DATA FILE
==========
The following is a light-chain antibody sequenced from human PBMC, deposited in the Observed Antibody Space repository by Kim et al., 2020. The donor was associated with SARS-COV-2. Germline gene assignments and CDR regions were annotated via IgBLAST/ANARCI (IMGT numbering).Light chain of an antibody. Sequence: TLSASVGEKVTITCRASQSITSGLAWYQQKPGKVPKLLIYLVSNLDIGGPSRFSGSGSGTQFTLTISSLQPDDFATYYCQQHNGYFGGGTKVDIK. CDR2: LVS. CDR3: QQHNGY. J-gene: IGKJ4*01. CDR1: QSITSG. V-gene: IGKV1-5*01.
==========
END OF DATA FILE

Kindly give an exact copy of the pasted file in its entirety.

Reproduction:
The following is a light-chain antibody sequenced from human PBMC, deposited in the Observed Antibody Space repository by Kim et al., 2020. The donor was associated with SARS-COV-2. Germline gene assignments and CDR regions were annotated via IgBLAST/ANARCI (IMGT numbering).Light chain of an antibody. Sequence: TLSASVGEKVTITCRASQSITSGLAWYQQKPGKVPKLLIYLVSNLDIGGPSRFSGSGSGTQFTLTISSLQPDDFATYYCQQHNGYFGGGTKVDIK. CDR2: LVS. CDR3: QQHNGY. J-gene: IGKJ4*01. CDR1: QSITSG. V-gene: IGKV1-5*01.